how do you give birds antibiotics

Compared to our other pets, birds live a very long time. At some point you will need to administer a medication to your parrot and it is something that you will want to be prepared for when that time comes.

I won’t lie – the first time is not easy. Your bird is sick and grumpy and not feeling at all like being cooperative. You are nervous and without confidence in what you are trying to do. What if I do this wrong? Will I hurt my bird?

Let’s say your bird has been quieter than normal and has had watery droppings for a few days. Your vet determines that your bird has a bacterial infection, something not uncommon but which definitely requires a course of antibiotics if your bird is to get well.

It doesn’t have to be traumatic for you or your bird. Following is everything you need to know to get the job done right. Be sure to CLICK ON THE PROVIDED LINKS for more detailed information on the highlighted topics.

Giving medicine to birds can be difficult and stressful for all parties. Many bird owners associate giving medication with having to catch their fearful or aggressive bird, wrap him in a towel, force unpleasant-tasting medication into his beak, and then possibly getting bitten as a result of their efforts.

The term “appropriate rewards” (also called “enforcers”) can refer to anything that the bird finds appealing, such as food, desired touch, toys, or time spent with a favorite person. Move the syringe a little bit closer to the bird (or reward it for approaching the syringe) once it is regularly receiving the desired consequences for looking at it. For a while, keep rewarding this behavior until the bird voluntarily approaches or looks at the syringe without displaying any signs of discomfort.

You can insert a liquid treat, like fruit juice, into the syringe if the bird is not afraid of syringes and is willing to look into the syringe’s tip with its beak. Many birds will eagerly take the juice from the syringe. Replace a less flavorful liquid every now and then with the flavorful juice. The bird will often accept the less appetizing liquid if it knows their favorite treat will come next.

You can insert some water or juice into the syringe when the bird consistently touches the tip with its beak. This frequently requires going back a few steps in the shaping process because the syringe now has a different appearance. Still, it typically takes less time to reestablish your standards than it did at first. You can place a drop of the liquid in the bird’s mouth once it consistently touches the syringe’s tip once more. When this occurs for the first time, many parrots will shake their heads and become alarmed. Pair this with a significant reward. Once more, narrow your criteria and increase until you reach the liquid drop. Next, tighten your standards so that more than one drop of liquid must be given.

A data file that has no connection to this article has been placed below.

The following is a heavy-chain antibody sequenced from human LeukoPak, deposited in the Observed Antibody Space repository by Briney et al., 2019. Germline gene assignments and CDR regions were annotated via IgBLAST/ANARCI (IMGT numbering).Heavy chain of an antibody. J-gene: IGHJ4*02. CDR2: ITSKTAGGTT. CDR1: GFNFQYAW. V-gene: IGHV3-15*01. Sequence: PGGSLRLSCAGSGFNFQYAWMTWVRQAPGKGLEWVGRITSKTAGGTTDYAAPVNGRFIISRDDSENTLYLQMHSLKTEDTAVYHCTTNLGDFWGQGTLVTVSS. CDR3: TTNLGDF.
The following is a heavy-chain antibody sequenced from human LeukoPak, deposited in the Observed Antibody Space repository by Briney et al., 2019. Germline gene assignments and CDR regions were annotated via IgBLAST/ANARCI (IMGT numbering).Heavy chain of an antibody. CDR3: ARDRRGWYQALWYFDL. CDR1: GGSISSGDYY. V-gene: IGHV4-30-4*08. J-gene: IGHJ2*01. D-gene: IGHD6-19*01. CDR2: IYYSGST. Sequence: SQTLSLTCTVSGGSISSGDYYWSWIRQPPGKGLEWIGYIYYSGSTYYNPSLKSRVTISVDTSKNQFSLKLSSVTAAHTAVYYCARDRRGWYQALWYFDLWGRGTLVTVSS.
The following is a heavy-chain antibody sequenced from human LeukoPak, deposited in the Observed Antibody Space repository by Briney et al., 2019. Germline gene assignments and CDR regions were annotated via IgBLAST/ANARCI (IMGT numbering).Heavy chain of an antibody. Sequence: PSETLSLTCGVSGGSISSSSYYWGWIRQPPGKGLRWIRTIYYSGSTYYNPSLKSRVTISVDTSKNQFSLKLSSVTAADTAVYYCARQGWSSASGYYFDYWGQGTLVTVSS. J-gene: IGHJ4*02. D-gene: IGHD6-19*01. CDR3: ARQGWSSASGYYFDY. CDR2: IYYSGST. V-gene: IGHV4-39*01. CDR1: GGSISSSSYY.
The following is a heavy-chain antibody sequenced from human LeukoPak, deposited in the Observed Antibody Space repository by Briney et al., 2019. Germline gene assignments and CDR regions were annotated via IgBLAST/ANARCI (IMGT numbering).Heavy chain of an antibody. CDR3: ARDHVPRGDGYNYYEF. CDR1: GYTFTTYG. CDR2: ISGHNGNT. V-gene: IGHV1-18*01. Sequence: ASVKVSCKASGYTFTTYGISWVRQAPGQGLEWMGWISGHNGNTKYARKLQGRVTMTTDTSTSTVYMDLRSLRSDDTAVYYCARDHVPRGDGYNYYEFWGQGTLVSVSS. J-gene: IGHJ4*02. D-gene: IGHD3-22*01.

Another popular method for training this behavior is shaping, which works well for birds that are initially afraid of syringes. The process of encouraging baby steps toward a desired behavior is known as shaping. For instance, when the bird is still quite a distance away, you begin rewarding it for looking at the syringe. Make sure the syringe is sufficiently distance from the bird to avoid causing a fear reaction.

You and your bird don’t have to go through a stressful ordeal. Here is all the information you require to complete the task correctly. Make sure to click on the links provided for more in-depth details on the subjects that are highlighted.

I won’t lie – the first time is not easy. Your bird is ill, cranky, and has no desire to cooperate at all. You lack confidence in your abilities and are anxious. What if I make a mistake and injure my bird?

Let’s say that for the past few days, your bird has been quieter than usual and has been dropping watery things. Your bird’s veterinarian diagnoses it with a bacterial infection, which is common but necessitates an antibiotic course for your bird to recover.

Birds live a very long time in comparison to other pets we may have. You should be ready to give your parrot medication when the time comes because you will need to do so at some point.


How do you give a bird oral medicine?

Place the tip of the eye dropper or syringe in one side of your bird’s mouth and aim the tip toward the opposite side of the mouth. For example, if the dropper is on the bird’s left side you need to aim the end toward the right side of the mouth.

Can human antibiotics be given to birds?

No! Unless you are a fully qualified and experienced avian veterinarian you have absolutely no business messing around with antibiotics for your bird. There aren’t that many diseases that pass easily between bird and human, so your first job is to educate yourself.

Can you give birds human medicine?

Never give your bird medication unless you are directed to do so by a veterinarian. Many medications that are safe for humans can be potentially deadly for birds even in small amounts. This includes painkillers, cold medicines, anti-cancer medications, antidepressants, vitamins and diet pills,” ASPCA cautions.